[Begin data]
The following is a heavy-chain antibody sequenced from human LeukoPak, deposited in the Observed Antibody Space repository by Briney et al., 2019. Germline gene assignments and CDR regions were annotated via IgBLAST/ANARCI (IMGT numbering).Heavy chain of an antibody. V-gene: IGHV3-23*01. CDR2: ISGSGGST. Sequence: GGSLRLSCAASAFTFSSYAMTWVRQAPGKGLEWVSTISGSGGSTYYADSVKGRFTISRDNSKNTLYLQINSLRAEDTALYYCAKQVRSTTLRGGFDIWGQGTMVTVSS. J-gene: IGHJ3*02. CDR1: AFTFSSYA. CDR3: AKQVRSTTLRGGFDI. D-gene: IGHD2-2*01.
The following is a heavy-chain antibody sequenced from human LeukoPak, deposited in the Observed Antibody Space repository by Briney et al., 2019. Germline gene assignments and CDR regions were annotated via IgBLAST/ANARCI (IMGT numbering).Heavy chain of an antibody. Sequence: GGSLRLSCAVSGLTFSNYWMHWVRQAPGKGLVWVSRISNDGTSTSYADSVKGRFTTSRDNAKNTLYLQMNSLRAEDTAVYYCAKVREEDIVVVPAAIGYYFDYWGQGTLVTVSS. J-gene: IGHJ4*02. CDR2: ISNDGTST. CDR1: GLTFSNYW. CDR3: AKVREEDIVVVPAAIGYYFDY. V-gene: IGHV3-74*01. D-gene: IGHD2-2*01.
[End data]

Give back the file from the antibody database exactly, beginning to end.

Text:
The following is a heavy-chain antibody sequenced from human LeukoPak, deposited in the Observed Antibody Space repository by Briney et al., 2019. Germline gene assignments and CDR regions were annotated via IgBLAST/ANARCI (IMGT numbering).Heavy chain of an antibody. V-gene: IGHV3-23*01. CDR2: ISGSGGST. Sequence: GGSLRLSCAASAFTFSSYAMTWVRQAPGKGLEWVSTISGSGGSTYYADSVKGRFTISRDNSKNTLYLQINSLRAEDTALYYCAKQVRSTTLRGGFDIWGQGTMVTVSS. J-gene: IGHJ3*02. CDR1: AFTFSSYA. CDR3: AKQVRSTTLRGGFDI. D-gene: IGHD2-2*01.
The following is a heavy-chain antibody sequenced from human LeukoPak, deposited in the Observed Antibody Space repository by Briney et al., 2019. Germline gene assignments and CDR regions were annotated via IgBLAST/ANARCI (IMGT numbering).Heavy chain of an antibody. Sequence: GGSLRLSCAVSGLTFSNYWMHWVRQAPGKGLVWVSRISNDGTSTSYADSVKGRFTTSRDNAKNTLYLQMNSLRAEDTAVYYCAKVREEDIVVVPAAIGYYFDYWGQGTLVTVSS. J-gene: IGHJ4*02. CDR2: ISNDGTST. CDR1: GLTFSNYW. CDR3: AKVREEDIVVVPAAIGYYFDY. V-gene: IGHV3-74*01. D-gene: IGHD2-2*01.